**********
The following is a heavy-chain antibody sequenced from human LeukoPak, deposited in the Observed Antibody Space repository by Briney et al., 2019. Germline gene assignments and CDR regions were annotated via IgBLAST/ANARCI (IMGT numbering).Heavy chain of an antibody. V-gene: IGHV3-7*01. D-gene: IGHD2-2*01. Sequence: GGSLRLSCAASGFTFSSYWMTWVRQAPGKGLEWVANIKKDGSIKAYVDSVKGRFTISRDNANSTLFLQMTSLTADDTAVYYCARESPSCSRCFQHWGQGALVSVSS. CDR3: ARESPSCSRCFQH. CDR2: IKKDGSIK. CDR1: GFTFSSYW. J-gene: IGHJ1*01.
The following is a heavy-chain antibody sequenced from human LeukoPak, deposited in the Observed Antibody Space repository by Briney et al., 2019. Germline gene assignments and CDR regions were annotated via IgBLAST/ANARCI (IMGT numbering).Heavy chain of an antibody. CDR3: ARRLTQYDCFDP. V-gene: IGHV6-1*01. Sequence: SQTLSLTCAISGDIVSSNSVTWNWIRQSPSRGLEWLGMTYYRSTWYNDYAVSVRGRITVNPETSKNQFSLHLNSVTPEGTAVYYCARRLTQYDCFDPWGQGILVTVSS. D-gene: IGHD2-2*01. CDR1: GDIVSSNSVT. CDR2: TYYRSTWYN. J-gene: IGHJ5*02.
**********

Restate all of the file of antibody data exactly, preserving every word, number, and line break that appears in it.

The following is a heavy-chain antibody sequenced from human LeukoPak, deposited in the Observed Antibody Space repository by Briney et al., 2019. Germline gene assignments and CDR regions were annotated via IgBLAST/ANARCI (IMGT numbering).Heavy chain of an antibody. V-gene: IGHV3-7*01. D-gene: IGHD2-2*01. Sequence: GGSLRLSCAASGFTFSSYWMTWVRQAPGKGLEWVANIKKDGSIKAYVDSVKGRFTISRDNANSTLFLQMTSLTADDTAVYYCARESPSCSRCFQHWGQGALVSVSS. CDR3: ARESPSCSRCFQH. CDR2: IKKDGSIK. CDR1: GFTFSSYW. J-gene: IGHJ1*01.
The following is a heavy-chain antibody sequenced from human LeukoPak, deposited in the Observed Antibody Space repository by Briney et al., 2019. Germline gene assignments and CDR regions were annotated via IgBLAST/ANARCI (IMGT numbering).Heavy chain of an antibody. CDR3: ARRLTQYDCFDP. V-gene: IGHV6-1*01. Sequence: SQTLSLTCAISGDIVSSNSVTWNWIRQSPSRGLEWLGMTYYRSTWYNDYAVSVRGRITVNPETSKNQFSLHLNSVTPEGTAVYYCARRLTQYDCFDPWGQGILVTVSS. D-gene: IGHD2-2*01. CDR1: GDIVSSNSVT. CDR2: TYYRSTWYN. J-gene: IGHJ5*02.